Young fish hooked on eating plastic
Young fish prefer to eat microplastic particles rather than their actual food according to research released by Swedish scientists in June.
The latest study published in the journal Science found that baby perch in the Baltic Sea will actively choose to eat plastic particles over plankton. This exposure to plastic results in the young perch being smaller, slower and more susceptible to predators.
“Larvae exposed to microplastic particles during development displayed changed behaviours and were much less active than fish that had been reared in water that contained no microplastic particles,” explained lead author Oona Lönnstedt.
“Furthermore, fish exposed to microplastic particles ignored the smell of predators which usually evoke innate anti-predator behaviours in naïve fish."
There has been growing concern about the detrimental impact that plastic rubbish has on marine life after reports earlier this year warned that there will be more plastic rubbish than fish in the ocean by 2050. The young fishes preference for plastic has been compared to some teenagers preference for unhealthy junk food.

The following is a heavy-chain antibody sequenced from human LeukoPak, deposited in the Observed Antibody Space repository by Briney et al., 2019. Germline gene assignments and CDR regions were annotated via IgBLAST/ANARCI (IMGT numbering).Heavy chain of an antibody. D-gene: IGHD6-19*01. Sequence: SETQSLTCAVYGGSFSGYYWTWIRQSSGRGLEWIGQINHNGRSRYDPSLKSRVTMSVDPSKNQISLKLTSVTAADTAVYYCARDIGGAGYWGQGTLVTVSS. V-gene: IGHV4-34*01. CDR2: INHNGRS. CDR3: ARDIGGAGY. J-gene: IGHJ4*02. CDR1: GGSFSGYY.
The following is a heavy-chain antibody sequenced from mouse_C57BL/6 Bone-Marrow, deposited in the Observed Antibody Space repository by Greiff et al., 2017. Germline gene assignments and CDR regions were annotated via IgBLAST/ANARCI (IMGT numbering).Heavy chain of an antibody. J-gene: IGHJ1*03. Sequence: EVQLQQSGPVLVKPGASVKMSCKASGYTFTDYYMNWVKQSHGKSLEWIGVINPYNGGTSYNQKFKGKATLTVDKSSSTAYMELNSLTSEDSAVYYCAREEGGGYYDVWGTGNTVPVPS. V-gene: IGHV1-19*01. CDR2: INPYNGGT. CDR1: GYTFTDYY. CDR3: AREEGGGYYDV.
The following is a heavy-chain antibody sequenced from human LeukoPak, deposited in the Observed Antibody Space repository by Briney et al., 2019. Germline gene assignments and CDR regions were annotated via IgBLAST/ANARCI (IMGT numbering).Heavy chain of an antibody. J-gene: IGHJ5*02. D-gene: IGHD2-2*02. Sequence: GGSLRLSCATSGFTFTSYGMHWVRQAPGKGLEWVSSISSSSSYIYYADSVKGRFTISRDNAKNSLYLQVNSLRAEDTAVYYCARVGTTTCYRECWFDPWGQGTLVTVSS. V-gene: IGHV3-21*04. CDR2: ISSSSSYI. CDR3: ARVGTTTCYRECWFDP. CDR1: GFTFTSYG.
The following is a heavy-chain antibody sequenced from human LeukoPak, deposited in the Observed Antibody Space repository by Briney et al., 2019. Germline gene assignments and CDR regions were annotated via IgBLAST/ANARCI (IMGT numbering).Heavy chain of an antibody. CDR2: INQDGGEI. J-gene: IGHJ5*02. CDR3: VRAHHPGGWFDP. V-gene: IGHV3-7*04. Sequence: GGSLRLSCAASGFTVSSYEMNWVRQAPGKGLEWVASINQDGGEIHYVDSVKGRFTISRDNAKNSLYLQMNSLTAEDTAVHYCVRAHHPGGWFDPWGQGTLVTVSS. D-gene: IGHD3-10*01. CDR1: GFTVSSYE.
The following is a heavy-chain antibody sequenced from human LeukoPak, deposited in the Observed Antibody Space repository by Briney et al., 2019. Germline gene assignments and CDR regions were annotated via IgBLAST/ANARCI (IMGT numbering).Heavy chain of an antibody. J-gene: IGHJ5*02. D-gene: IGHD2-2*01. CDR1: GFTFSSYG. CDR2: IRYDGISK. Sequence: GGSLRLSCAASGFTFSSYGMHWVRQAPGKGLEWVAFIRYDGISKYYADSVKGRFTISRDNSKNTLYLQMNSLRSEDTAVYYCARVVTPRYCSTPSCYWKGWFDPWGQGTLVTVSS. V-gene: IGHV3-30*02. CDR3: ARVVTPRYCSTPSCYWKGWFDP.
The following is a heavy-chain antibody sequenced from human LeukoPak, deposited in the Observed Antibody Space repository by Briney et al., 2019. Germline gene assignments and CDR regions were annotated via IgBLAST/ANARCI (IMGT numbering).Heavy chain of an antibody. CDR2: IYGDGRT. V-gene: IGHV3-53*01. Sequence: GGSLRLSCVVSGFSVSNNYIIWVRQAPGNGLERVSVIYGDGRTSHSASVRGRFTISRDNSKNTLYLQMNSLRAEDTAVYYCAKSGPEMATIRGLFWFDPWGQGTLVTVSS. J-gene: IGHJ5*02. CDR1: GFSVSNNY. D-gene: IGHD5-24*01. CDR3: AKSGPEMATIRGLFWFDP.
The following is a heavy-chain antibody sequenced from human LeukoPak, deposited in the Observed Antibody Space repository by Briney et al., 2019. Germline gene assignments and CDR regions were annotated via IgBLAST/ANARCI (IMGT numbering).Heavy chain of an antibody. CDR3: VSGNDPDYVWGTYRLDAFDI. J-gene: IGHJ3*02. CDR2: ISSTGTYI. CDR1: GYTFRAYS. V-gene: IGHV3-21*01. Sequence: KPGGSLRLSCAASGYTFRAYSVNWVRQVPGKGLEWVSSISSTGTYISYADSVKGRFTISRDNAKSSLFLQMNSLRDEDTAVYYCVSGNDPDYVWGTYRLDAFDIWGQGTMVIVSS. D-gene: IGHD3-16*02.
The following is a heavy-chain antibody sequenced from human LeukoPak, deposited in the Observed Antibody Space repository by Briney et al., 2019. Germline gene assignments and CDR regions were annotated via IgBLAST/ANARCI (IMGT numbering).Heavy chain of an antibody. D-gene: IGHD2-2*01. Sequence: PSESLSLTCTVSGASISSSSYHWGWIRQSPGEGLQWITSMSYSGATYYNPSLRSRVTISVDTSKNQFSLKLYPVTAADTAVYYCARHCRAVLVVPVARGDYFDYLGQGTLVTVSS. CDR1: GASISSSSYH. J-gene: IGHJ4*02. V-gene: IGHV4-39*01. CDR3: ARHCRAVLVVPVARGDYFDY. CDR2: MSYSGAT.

“This is the first time an animal has been found to preferentially feed on plastic particles and is cause for concern," added Professor Peter Eklöv, co-author of the study.
Scientists hope that the study will serve to further highlight the danger of plastic waste — considered to be one of the biggest threats to the world’s oceans.
“The findings highlight ecologically important and previously under appreciated effects of microplastic particles that enter marine ecosystems, and emphasises the need for new management strategies or alternative biodegradable products that lowers the release of microplastic waste products,” a statement from the scientists added.